According to forest department officials and water experts, 22 tributaries from the Delhi Ridge used to feed the Yamuna. They died out in the 1920s as flow decreased and pollution increased, records show.

the Yamuna has been a river only in name — sewage, garbage, chemical pollutants and refuse is what actually flows in. (EXPRESS PHOTO BY PRAVEEN KHANNA)

Apart from feeding the riverine ecosystem, the Yamuna plays an important part in thermal regulation. “At places where the water table is high and water can be found only a few feet after digging, the sub-soil water cools the surface of the land. In places where the water table is low, this cooling effect is lower. It is the same principle that is used in water coolers today or the khas used as curtains in summers earlier,” said Dunu Roy, director of Hazards Centre, which works on issues such as water, housing, health and sanitation.

Since no freshwater is flowing in the river right now, and it is dry at the mouth of the capital, what flows instead in the 22 km before it enters Uttar Pradesh is untreated sewage through 22 drains, close to 558 cusecs of water released from sewage treatment plants, and some sub-soil water.

“Even when the walled city of Shahjahanabad was established in the 1600s, it was in a manner that the river was at a walking distance from people’s houses. As the city expanded, the river was no longer something you could see. The connection was lost. Water did not remain something that comes from nature but something that flows from taps. This changed the social and psychological connection with the river,” Roy says.

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Delhi relies on the Yamuna for 60% of its water needs. The city is only able to produce around 13% from its own resources such as borewells and Ranney wells, while the rest comes from the Upper Ganga Canal.

It is when temperatures climb every summer that the water pinch is most severely felt — just last month, a 60-year-old man was beaten to death when he tried to intervene in a fight over water in Wazirpur.

According to Delhi Jal Board (DJB) vice-chairperson Dinesh Mohaniya, 719 cusecs of water to the capital is supplied through the Munak Canal, and 330 cusecs through the Delhi sub-branch. The government is demanding that Haryana provide another 120 cusecs through the river channel to feed the Wazirabad pond — also for consumption.

None of this water is supplied, or demanded, to maintain a minimum flow in the river. “What Delhi is asking for and what is being supplied is all for consumption. They are thinking not about the river but about the supply chain. Why are canals built? To make sure water is not lost to evaporation and absorption. This is what happens when you treat water as a commercial resource instead of a natural resource that needs to be preserved. Why did Delhi not need to draw water from the river at the beginning of the 20th Century? Because they understood that a flowing river will recharge aquifers, which will become water sources. But that cannot feed the need of a water guzzler like Delhi satisfactorily. Another reason to build canals is to save water from pollution. As the river flows from Uttarakhand through Haryana to Delhi, it gets progressively polluted, with Delhi adding so many pollutants that it effectively ceases to be a river by the time it exits the megapolis,” said a former DJB CEO, who did not wish to be named.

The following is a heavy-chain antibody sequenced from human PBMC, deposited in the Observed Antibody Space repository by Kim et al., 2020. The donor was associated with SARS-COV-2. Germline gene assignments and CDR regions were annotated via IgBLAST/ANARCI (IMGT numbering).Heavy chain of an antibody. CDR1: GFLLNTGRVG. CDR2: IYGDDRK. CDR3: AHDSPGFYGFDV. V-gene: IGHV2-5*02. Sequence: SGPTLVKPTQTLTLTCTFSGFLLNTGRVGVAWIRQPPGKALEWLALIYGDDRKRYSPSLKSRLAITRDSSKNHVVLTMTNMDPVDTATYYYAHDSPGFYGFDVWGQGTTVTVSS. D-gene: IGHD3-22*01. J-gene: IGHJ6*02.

As water is diverted to canals, the water level in villages on the floodplains has started to fall. “Ten years ago, you could dig six feet and you would hit water. Today, we have to dig 50-60 feet,” says Bhisham Singh, who lives in Kulakpur village near Palla. The dipping water table has, in fact, been a constant source of worry for Delhi scientists for several years now. In water scarce areas such as Tughlakabad, one has to dig 300 feet to find water.

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A polluted stream of Yamuna near Kalindi Kunj at Okhla Barage after Ramnavmi. (Express photo by Abhinav Saha)

The DJB supplies 900 million gallons per day, or 409.14 crore litres, of water (to households and commercial establishments). Delhi’s population, according to projections using the 2011 census report, is close to 2 crore.

This translates to about 204 liters per capita per day (LPCD). According to international estimates, supply of 135 LPCD is optimal. Yet, lakhs of people have to rely on groundwater and water tankers for their daily water needs.

According to urban environment planner Manu Bhatnagar, apart from the 900 MGD water that the DJB supplies, around 200 MGD is extracted privately by citizens and

“Of the 900 MGD water that Delhi supplies, only around 600 MGD is able to reach people because of leakages and theft. What Delhi needs is better metering to understand where water is going. Every water treatment plant should be fitted with a meter at the input and output. A similar mechanism is needed at sewage treatment plants. This will provide data for spatial and sectoral analysis of water use and leakages. Without that, we are playing blind man’s bluff. If Delhi starts to recycle and reuse water, and Haryana starts adopting more water-efficient irrigation methods, some water can be used to increase the river’s flow,” Bhatnagar says.

In its budget this time, the Delhi government has acknowledged these challenges. Deputy Chief Minister Manish Sisodia said 46 bulk meters would be set up across the city, including at water treatment plants, to gather data on water use and leakages by the end of 2019.

According to a DJB study, Delhi can be divided into 1,010 cells and put under district metering centres.

A senior DJB official says, “There are areas in the city that get upwards of 500 LPCD per day while other areas get barely 50 LPCD. On top of that, close to 50% of the water is lost to theft and leakages because the pipelines have decayed and have holes. Delhi does not need any more water, what it needs is a better supply system. If that is achieved, we can stop putting so much pressure on the Yamuna and let it flow.”